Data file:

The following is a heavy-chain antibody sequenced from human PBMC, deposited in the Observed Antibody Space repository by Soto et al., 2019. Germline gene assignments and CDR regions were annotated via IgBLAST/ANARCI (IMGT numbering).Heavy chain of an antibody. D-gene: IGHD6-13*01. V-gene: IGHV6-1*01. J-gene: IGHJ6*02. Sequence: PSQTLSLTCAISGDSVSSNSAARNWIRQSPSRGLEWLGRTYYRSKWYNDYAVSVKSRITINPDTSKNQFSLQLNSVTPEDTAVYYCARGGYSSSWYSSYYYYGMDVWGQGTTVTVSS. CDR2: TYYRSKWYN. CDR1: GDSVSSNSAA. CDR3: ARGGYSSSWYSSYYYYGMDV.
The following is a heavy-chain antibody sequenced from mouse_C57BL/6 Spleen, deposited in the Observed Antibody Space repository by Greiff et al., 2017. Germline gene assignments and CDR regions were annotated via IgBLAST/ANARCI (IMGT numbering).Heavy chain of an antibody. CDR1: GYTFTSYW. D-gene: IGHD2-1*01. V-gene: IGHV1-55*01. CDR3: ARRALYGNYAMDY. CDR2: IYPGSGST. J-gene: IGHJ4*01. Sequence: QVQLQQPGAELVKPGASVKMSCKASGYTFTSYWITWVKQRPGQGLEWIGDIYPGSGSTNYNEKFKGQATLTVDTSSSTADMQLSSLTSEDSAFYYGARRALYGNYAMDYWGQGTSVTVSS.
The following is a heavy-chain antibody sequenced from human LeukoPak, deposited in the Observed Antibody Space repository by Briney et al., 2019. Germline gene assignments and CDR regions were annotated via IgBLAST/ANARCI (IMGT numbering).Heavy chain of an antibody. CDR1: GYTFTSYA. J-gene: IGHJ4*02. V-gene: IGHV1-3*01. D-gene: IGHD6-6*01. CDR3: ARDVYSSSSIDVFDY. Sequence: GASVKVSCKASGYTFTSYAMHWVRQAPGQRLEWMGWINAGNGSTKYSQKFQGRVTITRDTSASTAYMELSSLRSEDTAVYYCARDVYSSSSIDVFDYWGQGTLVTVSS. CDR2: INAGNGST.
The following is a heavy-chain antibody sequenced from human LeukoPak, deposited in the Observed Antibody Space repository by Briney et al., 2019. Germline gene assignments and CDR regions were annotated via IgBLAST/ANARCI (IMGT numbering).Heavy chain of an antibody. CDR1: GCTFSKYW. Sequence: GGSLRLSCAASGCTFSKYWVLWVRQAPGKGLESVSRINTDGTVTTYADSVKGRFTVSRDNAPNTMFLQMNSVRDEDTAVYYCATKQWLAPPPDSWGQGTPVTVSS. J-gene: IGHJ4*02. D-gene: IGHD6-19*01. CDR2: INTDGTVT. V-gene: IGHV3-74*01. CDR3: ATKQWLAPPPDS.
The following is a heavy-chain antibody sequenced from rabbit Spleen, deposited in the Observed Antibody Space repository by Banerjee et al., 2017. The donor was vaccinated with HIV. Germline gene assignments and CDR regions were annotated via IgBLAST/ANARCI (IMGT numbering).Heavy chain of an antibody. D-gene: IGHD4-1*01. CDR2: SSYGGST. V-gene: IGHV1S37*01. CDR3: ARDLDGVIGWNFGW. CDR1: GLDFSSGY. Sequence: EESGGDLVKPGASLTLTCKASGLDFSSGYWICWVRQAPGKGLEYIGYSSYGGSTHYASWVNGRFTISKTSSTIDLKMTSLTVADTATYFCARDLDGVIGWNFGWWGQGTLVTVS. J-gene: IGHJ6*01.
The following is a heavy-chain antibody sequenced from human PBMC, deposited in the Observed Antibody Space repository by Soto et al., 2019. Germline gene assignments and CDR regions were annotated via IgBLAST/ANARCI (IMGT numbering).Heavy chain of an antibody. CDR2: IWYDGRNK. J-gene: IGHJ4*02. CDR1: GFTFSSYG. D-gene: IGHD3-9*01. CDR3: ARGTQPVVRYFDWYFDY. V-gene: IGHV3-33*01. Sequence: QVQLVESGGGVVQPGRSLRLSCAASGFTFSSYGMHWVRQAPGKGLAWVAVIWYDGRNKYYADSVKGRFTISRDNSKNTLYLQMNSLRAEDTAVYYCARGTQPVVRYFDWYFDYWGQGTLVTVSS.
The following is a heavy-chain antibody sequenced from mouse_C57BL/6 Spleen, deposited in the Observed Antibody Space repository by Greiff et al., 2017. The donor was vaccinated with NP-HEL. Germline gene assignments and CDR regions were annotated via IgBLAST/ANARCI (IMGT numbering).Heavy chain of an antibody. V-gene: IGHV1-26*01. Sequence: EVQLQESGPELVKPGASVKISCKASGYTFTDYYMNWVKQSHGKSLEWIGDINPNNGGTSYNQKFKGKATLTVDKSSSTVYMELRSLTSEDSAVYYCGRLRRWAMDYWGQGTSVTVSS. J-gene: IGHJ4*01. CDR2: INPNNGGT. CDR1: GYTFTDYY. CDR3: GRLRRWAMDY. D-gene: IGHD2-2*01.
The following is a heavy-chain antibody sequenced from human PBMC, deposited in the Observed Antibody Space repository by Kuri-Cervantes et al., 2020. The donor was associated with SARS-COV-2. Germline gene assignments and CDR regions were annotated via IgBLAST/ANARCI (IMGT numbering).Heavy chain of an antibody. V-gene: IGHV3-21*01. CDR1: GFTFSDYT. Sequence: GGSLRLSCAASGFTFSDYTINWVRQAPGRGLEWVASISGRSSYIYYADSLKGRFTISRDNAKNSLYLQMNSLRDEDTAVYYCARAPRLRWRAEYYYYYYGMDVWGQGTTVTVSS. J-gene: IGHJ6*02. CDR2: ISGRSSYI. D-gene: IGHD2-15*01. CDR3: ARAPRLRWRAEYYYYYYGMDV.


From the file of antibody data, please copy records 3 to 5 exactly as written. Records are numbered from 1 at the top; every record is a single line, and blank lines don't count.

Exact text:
The following is a heavy-chain antibody sequenced from human LeukoPak, deposited in the Observed Antibody Space repository by Briney et al., 2019. Germline gene assignments and CDR regions were annotated via IgBLAST/ANARCI (IMGT numbering).Heavy chain of an antibody. CDR1: GYTFTSYA. J-gene: IGHJ4*02. V-gene: IGHV1-3*01. D-gene: IGHD6-6*01. CDR3: ARDVYSSSSIDVFDY. Sequence: GASVKVSCKASGYTFTSYAMHWVRQAPGQRLEWMGWINAGNGSTKYSQKFQGRVTITRDTSASTAYMELSSLRSEDTAVYYCARDVYSSSSIDVFDYWGQGTLVTVSS. CDR2: INAGNGST.
The following is a heavy-chain antibody sequenced from human LeukoPak, deposited in the Observed Antibody Space repository by Briney et al., 2019. Germline gene assignments and CDR regions were annotated via IgBLAST/ANARCI (IMGT numbering).Heavy chain of an antibody. CDR1: GCTFSKYW. Sequence: GGSLRLSCAASGCTFSKYWVLWVRQAPGKGLESVSRINTDGTVTTYADSVKGRFTVSRDNAPNTMFLQMNSVRDEDTAVYYCATKQWLAPPPDSWGQGTPVTVSS. J-gene: IGHJ4*02. D-gene: IGHD6-19*01. CDR2: INTDGTVT. V-gene: IGHV3-74*01. CDR3: ATKQWLAPPPDS.
The following is a heavy-chain antibody sequenced from rabbit Spleen, deposited in the Observed Antibody Space repository by Banerjee et al., 2017. The donor was vaccinated with HIV. Germline gene assignments and CDR regions were annotated via IgBLAST/ANARCI (IMGT numbering).Heavy chain of an antibody. D-gene: IGHD4-1*01. CDR2: SSYGGST. V-gene: IGHV1S37*01. CDR3: ARDLDGVIGWNFGW. CDR1: GLDFSSGY. Sequence: EESGGDLVKPGASLTLTCKASGLDFSSGYWICWVRQAPGKGLEYIGYSSYGGSTHYASWVNGRFTISKTSSTIDLKMTSLTVADTATYFCARDLDGVIGWNFGWWGQGTLVTVS. J-gene: IGHJ6*01.